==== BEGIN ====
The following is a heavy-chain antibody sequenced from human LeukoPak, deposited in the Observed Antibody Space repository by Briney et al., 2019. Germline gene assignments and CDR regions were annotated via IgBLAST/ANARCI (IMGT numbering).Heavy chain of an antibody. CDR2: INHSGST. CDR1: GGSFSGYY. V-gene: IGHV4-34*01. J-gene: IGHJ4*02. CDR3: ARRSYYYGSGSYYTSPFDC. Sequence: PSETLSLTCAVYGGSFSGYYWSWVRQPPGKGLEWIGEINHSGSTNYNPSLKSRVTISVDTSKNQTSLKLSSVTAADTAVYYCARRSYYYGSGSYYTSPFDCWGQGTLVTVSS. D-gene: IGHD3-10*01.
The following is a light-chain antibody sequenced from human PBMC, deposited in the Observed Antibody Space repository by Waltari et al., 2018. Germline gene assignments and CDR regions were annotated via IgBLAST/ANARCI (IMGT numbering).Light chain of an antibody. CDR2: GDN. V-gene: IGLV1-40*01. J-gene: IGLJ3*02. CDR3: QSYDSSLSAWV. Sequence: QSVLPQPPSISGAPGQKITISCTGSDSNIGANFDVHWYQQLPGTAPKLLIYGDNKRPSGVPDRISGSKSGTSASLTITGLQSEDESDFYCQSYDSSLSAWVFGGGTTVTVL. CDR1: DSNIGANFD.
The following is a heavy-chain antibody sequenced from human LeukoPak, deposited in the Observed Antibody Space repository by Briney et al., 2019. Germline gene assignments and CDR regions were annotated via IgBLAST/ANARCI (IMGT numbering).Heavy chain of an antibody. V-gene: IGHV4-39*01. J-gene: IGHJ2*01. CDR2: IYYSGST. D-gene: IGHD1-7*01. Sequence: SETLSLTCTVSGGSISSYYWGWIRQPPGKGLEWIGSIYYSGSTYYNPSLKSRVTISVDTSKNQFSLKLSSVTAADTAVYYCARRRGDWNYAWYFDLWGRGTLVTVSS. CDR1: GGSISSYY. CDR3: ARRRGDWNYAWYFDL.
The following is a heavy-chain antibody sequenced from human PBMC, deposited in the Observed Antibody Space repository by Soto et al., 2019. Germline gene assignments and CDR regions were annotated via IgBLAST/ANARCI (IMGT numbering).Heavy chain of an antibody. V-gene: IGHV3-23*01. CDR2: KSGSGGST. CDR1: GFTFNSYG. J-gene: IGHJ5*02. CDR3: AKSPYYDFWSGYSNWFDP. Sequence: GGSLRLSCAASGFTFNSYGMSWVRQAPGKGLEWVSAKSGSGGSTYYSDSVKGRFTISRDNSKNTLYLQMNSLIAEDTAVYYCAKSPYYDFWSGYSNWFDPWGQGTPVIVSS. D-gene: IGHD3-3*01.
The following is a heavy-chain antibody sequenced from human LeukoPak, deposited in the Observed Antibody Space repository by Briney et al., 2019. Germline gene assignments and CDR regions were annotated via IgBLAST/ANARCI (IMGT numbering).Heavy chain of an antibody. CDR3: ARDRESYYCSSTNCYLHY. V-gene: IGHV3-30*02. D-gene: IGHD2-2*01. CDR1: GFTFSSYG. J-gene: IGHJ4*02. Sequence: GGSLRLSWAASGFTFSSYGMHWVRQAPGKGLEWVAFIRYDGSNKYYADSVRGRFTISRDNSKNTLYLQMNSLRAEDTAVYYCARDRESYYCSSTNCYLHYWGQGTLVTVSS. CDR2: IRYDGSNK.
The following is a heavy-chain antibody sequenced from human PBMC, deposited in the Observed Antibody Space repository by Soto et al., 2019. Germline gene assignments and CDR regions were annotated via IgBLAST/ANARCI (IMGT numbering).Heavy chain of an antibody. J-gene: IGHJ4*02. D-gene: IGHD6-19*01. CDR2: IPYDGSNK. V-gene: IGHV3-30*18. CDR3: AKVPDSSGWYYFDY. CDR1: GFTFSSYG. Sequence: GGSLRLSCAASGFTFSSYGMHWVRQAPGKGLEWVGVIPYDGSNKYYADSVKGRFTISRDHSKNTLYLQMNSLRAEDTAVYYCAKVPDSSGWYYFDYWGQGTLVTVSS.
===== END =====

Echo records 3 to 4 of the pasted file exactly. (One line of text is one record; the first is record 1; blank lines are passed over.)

The following is a heavy-chain antibody sequenced from human LeukoPak, deposited in the Observed Antibody Space repository by Briney et al., 2019. Germline gene assignments and CDR regions were annotated via IgBLAST/ANARCI (IMGT numbering).Heavy chain of an antibody. V-gene: IGHV4-39*01. J-gene: IGHJ2*01. CDR2: IYYSGST. D-gene: IGHD1-7*01. Sequence: SETLSLTCTVSGGSISSYYWGWIRQPPGKGLEWIGSIYYSGSTYYNPSLKSRVTISVDTSKNQFSLKLSSVTAADTAVYYCARRRGDWNYAWYFDLWGRGTLVTVSS. CDR1: GGSISSYY. CDR3: ARRRGDWNYAWYFDL.
The following is a heavy-chain antibody sequenced from human PBMC, deposited in the Observed Antibody Space repository by Soto et al., 2019. Germline gene assignments and CDR regions were annotated via IgBLAST/ANARCI (IMGT numbering).Heavy chain of an antibody. V-gene: IGHV3-23*01. CDR2: KSGSGGST. CDR1: GFTFNSYG. J-gene: IGHJ5*02. CDR3: AKSPYYDFWSGYSNWFDP. Sequence: GGSLRLSCAASGFTFNSYGMSWVRQAPGKGLEWVSAKSGSGGSTYYSDSVKGRFTISRDNSKNTLYLQMNSLIAEDTAVYYCAKSPYYDFWSGYSNWFDPWGQGTPVIVSS. D-gene: IGHD3-3*01.